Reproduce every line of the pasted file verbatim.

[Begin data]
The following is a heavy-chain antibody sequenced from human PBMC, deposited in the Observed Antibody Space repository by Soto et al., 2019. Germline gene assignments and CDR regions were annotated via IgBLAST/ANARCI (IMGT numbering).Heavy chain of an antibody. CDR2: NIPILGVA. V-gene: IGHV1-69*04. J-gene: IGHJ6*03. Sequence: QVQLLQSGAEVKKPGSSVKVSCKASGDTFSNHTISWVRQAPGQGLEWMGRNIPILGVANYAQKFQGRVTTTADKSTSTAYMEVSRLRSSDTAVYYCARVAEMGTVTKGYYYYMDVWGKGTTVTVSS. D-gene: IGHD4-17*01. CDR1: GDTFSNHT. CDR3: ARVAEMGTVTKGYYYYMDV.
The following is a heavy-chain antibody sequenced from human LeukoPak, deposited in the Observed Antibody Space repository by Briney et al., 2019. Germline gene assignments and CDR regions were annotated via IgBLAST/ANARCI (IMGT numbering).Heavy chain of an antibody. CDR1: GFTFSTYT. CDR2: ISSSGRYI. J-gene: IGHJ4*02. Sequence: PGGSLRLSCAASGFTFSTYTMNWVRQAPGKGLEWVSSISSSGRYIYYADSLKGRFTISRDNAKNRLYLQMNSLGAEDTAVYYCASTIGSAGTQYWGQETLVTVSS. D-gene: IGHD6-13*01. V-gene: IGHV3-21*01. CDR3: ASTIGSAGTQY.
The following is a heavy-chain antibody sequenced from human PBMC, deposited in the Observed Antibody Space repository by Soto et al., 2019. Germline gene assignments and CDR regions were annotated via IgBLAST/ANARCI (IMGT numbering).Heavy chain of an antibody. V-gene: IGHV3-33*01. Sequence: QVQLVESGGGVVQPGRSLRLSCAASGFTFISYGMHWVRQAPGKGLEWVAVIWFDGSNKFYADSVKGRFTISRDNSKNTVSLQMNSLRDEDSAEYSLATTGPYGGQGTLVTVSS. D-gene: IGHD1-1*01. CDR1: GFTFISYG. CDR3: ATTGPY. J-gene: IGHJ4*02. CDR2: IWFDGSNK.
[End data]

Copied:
The following is a heavy-chain antibody sequenced from human PBMC, deposited in the Observed Antibody Space repository by Soto et al., 2019. Germline gene assignments and CDR regions were annotated via IgBLAST/ANARCI (IMGT numbering).Heavy chain of an antibody. CDR2: NIPILGVA. V-gene: IGHV1-69*04. J-gene: IGHJ6*03. Sequence: QVQLLQSGAEVKKPGSSVKVSCKASGDTFSNHTISWVRQAPGQGLEWMGRNIPILGVANYAQKFQGRVTTTADKSTSTAYMEVSRLRSSDTAVYYCARVAEMGTVTKGYYYYMDVWGKGTTVTVSS. D-gene: IGHD4-17*01. CDR1: GDTFSNHT. CDR3: ARVAEMGTVTKGYYYYMDV.
The following is a heavy-chain antibody sequenced from human LeukoPak, deposited in the Observed Antibody Space repository by Briney et al., 2019. Germline gene assignments and CDR regions were annotated via IgBLAST/ANARCI (IMGT numbering).Heavy chain of an antibody. CDR1: GFTFSTYT. CDR2: ISSSGRYI. J-gene: IGHJ4*02. Sequence: PGGSLRLSCAASGFTFSTYTMNWVRQAPGKGLEWVSSISSSGRYIYYADSLKGRFTISRDNAKNRLYLQMNSLGAEDTAVYYCASTIGSAGTQYWGQETLVTVSS. D-gene: IGHD6-13*01. V-gene: IGHV3-21*01. CDR3: ASTIGSAGTQY.
The following is a heavy-chain antibody sequenced from human PBMC, deposited in the Observed Antibody Space repository by Soto et al., 2019. Germline gene assignments and CDR regions were annotated via IgBLAST/ANARCI (IMGT numbering).Heavy chain of an antibody. V-gene: IGHV3-33*01. Sequence: QVQLVESGGGVVQPGRSLRLSCAASGFTFISYGMHWVRQAPGKGLEWVAVIWFDGSNKFYADSVKGRFTISRDNSKNTVSLQMNSLRDEDSAEYSLATTGPYGGQGTLVTVSS. D-gene: IGHD1-1*01. CDR1: GFTFISYG. CDR3: ATTGPY. J-gene: IGHJ4*02. CDR2: IWFDGSNK.